In Conclusion, The new valve is absolutely functional and should not cause any undue problems as long as it functions normally. The valve function's (turns) easier  than an old style valve and this ease of operation is actually what leads to the most common problems associated with this valve,  Damage from over tightening. This can ruin a valve, as very little strength is needed to operate these valves. To prevent damage it is a good practice to turn the valve hand wheel one quarter turn clockwise after opening valve so that the next time we forget the valve in the "ON" position we will not damage it trying to open an already open valve


My number 1 test cylinder was refilled and in that process it was weighed, Cylinder weight = 17lbs, the weight prior to refill = 26lbs the scale was then set at 40lbs. This was 11lbs of Propane and 3 added lbs for fittings and hoses. The attendant stated the store policy is a flat rate for 20#ís=$17.00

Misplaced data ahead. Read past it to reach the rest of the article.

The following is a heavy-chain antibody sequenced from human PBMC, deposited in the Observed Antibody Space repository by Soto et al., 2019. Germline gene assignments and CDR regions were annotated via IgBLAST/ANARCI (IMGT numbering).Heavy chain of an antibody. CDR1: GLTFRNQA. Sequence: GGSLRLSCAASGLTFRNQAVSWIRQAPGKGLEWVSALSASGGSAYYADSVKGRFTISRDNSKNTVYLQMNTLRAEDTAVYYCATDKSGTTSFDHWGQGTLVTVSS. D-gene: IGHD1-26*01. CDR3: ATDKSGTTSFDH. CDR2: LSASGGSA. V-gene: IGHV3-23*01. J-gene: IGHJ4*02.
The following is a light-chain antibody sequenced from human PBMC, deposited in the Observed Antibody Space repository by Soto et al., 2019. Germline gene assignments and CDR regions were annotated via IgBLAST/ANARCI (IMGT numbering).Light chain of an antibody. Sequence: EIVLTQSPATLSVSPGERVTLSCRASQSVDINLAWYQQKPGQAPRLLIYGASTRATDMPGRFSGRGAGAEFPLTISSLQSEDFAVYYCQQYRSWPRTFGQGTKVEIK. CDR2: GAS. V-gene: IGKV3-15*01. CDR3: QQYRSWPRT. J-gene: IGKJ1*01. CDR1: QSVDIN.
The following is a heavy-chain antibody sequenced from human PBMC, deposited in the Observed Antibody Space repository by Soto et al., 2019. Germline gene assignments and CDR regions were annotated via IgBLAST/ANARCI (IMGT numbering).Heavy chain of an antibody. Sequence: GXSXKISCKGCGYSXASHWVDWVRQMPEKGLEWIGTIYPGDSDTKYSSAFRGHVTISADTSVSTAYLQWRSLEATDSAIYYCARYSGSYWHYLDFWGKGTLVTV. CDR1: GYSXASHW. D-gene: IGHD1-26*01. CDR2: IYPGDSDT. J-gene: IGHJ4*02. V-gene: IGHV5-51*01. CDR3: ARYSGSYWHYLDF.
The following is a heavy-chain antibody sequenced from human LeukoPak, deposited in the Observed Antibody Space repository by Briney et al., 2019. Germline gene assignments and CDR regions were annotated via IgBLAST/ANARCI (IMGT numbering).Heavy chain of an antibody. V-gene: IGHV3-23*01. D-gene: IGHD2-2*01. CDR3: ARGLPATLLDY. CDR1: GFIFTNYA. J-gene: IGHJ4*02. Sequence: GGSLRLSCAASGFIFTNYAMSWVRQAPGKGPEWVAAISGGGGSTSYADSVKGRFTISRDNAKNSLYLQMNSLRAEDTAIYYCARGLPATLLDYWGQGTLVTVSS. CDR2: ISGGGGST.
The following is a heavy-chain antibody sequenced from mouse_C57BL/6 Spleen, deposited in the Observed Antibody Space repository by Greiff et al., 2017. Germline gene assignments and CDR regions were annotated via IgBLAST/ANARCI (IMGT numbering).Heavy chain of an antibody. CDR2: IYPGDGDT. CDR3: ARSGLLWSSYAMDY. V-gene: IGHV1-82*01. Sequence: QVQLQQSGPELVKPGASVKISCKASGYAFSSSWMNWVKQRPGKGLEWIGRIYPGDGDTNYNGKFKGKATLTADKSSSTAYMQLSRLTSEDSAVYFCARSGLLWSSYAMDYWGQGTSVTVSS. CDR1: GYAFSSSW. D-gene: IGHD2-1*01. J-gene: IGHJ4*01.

10lbs cylinder=$10.00 (I was able to get away with that price, as we declared it a 10lbs cylinder) 5lbs Cylinder = $6.00.
The comment on the Blue Rhino site claiming only 17lbs of propane will activate the OPD float seems misleading.
Further more the old low flow problem complained about on many web site FAQ lists about POL valves, [ roofers complained that there was not enough flow to]Ö.., is most probably related to the 1st generation OPD valve, and that valve was in use before the standard 3 lobe hand wheel came into mandatory use. I think that problem has been put to rest. Amen!


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Understanding P.O.L. Fittings



I alluded to the cylinder outlet fitting and the main shut off valve being the cause of most problem with propane devices. This chapter will explain the differences in P.O.L. fittings and what we should expect of them.

In the above chapter there was discussion on a function called "Excess Flow".
We didnít go to far into it as this is more commonly a function of the POL fitting(s).

What is excess flow,
Any marked increase in the normal flow of a liquid or gas can be termed Excess, and is usually the result of a malfunction or failure of a delivery component. An example of a malfunction could be a free flow regulator.